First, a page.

IS THE SALAFI-JIHADIST WAY STILL AN OBSTACLE TO RUSSIA IN CHECHNYA?
BACKGROUND: Abu Zaid or Abu Omar Al-Kuwaiti, his real name Ahmad Nasser Eid Abdullah Al-Fajri Al-Azimi, was not the only Kuwaiti who joined the Jihad in Chechnya. Many young people from the Persian Gulf went there, and Al-Azimi was one of a group of Kuwaitis with similar biographies. Their journeys started in Afghanistan, Bosnia Herzegovina and then Chechnya. Some, like Hamad Al-Slaiman, went back to Afghanistan and was killed in Tora Bora in 2001.
Al-Azimi was an actor in children programs until he became religious and worked as an Imam in Safwan Bin Omayah Mosque in Kuwait, the capital. His services where terminated “for breaking the Ministry of Awaqaf’s regulations regarding collecting donations from mosque goers and he was expelled from his work.” Some newspaper sources indicate that following that incident he moved to Afghanistan in 1998, trained in the al-Farouk camp during the American raids on Afghanistan in 1998, and then went to Chechnya in October 1999. In Chechnya, Al-Azimi got married and had two boys, Omar and Abdullah.
Al-Azimi’s ideology is salafi-jihadist, just like all Arab fighters in Chechnya. They followed to us that Jihad, as ordained by religion, is directed at Russian soldiers and not civilians.” This pupil is clearly Abu-Omar Al-Saif, who is a salafi-jihadist ideologue in Chechnya, because he was a pupil of the Saudi Sheikh Mohammad Bin Othaimin’s. Al-Saif wrote a letter in commemoration of Othaimin’s death about his support for Chechnya in fatwa and opinion; and there seems to be a great similarity between the ideology of Al-Saif and that of Othaimin.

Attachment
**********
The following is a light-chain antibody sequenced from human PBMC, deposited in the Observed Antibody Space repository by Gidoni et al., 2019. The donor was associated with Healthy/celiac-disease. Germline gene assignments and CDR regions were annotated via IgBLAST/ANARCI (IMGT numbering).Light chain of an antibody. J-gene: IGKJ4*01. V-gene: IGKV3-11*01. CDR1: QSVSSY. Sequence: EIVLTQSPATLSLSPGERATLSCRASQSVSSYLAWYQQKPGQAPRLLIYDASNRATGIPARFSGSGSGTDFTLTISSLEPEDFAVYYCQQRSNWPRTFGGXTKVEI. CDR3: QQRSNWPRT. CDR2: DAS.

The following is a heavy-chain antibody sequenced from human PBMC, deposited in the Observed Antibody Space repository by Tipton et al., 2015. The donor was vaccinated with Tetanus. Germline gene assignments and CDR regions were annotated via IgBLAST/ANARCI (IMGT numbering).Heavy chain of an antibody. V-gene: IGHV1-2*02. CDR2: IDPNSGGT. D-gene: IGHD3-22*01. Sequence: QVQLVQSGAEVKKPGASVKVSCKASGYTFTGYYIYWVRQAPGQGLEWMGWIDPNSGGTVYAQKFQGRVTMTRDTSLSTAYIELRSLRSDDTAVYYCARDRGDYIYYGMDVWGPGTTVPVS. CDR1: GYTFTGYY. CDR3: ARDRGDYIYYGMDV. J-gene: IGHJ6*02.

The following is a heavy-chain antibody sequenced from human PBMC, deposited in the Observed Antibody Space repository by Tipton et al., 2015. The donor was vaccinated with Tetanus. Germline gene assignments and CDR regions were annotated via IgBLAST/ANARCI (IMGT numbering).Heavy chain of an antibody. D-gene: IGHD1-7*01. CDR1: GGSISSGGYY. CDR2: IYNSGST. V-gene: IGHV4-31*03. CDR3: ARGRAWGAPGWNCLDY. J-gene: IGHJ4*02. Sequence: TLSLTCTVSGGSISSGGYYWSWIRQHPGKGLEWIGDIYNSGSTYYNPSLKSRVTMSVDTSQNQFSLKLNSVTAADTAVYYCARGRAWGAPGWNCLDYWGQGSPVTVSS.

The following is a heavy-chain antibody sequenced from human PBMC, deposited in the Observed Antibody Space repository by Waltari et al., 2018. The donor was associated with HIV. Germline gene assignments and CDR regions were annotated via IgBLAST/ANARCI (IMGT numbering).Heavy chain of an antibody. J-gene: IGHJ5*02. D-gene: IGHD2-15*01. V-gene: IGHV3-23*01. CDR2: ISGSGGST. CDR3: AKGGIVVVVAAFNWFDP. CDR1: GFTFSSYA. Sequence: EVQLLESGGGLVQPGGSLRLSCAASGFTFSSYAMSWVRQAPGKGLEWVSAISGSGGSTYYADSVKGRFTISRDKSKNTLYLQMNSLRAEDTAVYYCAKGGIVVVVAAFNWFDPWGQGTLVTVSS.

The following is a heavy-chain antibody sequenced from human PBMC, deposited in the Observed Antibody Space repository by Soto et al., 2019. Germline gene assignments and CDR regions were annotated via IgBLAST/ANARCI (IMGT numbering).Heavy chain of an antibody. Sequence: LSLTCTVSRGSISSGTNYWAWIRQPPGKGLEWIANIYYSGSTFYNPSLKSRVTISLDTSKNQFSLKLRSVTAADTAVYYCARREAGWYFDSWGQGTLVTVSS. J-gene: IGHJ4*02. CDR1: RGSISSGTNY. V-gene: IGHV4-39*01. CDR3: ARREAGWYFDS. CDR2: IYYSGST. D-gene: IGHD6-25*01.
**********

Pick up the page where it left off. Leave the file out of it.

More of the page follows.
After Abu-Omar Al-Saif addressed a recorded letter through qoqaz.com in November 2003 to the Islamists who where performing violent acts in Saudi Arabia, asking them to turn their attention to fighting the Americans instead of the Saudi government, Al-Azimi posted a letter of his own on the website a month later entitled “Fadl Al-Jihad wal Mujahideen wal rad ala al-Muthabbitin” (The benefit of Jihad and Mujahideen and a response to demoralizing attempts). Al-Azimi presented ideas similar to those of Al-Saif, especially with regard to targeting Americans in Iraq instead of local government in an attempt to ease the pressure off funds to Arab fighters in Chechnya, which were what gave legitimacy to their presence there. Since September 11, Gulf governments have created constraints on sponsors and donors to Islamist groups, and these constraints increased in severity with the increase of terrorist attacks in those countries.